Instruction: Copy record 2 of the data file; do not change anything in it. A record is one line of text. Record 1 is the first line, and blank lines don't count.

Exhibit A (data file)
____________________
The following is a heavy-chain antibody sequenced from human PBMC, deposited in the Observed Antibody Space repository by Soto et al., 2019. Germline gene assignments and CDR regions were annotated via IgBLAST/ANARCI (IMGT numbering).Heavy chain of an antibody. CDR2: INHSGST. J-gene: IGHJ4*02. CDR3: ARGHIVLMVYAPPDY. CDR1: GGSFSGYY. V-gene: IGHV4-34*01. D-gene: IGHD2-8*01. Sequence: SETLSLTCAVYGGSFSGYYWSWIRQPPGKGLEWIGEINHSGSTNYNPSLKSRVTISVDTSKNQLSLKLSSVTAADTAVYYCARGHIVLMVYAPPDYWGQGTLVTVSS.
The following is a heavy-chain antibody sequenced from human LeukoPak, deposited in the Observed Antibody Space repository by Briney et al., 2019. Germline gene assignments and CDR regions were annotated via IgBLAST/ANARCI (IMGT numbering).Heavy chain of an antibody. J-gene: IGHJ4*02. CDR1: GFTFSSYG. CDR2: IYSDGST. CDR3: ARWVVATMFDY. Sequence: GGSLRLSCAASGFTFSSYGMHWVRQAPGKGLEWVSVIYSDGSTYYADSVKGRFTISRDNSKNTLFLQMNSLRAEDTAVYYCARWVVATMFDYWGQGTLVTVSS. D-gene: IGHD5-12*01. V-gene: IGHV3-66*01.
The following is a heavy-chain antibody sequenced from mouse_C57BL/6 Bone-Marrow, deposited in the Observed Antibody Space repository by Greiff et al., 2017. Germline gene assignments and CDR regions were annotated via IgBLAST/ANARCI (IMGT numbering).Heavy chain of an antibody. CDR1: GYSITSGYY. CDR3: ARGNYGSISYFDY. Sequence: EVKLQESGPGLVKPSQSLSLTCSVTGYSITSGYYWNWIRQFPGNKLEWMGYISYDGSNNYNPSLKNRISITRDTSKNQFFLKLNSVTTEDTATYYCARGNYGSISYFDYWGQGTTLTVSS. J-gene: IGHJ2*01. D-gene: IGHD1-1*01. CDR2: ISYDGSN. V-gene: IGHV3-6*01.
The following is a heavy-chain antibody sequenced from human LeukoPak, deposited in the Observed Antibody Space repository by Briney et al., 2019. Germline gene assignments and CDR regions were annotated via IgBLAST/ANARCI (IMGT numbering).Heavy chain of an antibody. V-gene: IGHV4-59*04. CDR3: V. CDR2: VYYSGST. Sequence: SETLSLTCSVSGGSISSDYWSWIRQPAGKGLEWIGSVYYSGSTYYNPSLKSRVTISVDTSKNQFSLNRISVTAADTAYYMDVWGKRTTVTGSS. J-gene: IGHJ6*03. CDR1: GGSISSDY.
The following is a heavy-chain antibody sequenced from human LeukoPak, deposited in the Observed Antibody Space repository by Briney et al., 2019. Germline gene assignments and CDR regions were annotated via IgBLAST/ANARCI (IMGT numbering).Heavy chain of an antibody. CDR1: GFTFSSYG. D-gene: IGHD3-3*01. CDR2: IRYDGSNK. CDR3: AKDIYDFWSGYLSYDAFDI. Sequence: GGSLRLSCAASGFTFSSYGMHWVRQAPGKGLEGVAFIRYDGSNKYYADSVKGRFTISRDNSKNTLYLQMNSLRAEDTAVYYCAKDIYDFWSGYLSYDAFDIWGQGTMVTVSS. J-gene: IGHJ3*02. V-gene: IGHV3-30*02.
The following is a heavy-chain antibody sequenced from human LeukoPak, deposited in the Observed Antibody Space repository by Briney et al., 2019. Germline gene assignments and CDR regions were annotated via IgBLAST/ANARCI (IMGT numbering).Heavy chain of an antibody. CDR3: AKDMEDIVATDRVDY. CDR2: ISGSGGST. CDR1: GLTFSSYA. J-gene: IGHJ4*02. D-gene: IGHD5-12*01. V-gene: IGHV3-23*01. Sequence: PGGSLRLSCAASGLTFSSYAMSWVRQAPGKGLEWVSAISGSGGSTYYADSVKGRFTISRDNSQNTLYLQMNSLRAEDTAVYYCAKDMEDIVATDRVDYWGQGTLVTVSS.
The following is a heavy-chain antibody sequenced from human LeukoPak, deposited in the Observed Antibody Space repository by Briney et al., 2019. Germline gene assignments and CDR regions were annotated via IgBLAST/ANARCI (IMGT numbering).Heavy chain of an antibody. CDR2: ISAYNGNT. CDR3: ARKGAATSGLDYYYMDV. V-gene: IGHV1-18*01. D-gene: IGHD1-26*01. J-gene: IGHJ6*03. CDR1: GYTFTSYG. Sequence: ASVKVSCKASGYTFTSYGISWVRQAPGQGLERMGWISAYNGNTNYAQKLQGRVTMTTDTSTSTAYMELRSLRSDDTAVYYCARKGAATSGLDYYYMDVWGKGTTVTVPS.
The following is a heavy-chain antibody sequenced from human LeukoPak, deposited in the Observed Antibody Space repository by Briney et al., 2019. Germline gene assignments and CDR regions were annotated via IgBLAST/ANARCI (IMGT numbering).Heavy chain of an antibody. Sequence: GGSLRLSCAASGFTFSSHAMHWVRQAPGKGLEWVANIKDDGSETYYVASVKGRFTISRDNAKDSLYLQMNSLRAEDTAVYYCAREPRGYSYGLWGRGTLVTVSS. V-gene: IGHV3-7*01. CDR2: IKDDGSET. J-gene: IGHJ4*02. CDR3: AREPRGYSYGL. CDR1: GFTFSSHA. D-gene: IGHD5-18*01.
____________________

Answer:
The following is a heavy-chain antibody sequenced from human LeukoPak, deposited in the Observed Antibody Space repository by Briney et al., 2019. Germline gene assignments and CDR regions were annotated via IgBLAST/ANARCI (IMGT numbering).Heavy chain of an antibody. J-gene: IGHJ4*02. CDR1: GFTFSSYG. CDR2: IYSDGST. CDR3: ARWVVATMFDY. Sequence: GGSLRLSCAASGFTFSSYGMHWVRQAPGKGLEWVSVIYSDGSTYYADSVKGRFTISRDNSKNTLFLQMNSLRAEDTAVYYCARWVVATMFDYWGQGTLVTVSS. D-gene: IGHD5-12*01. V-gene: IGHV3-66*01.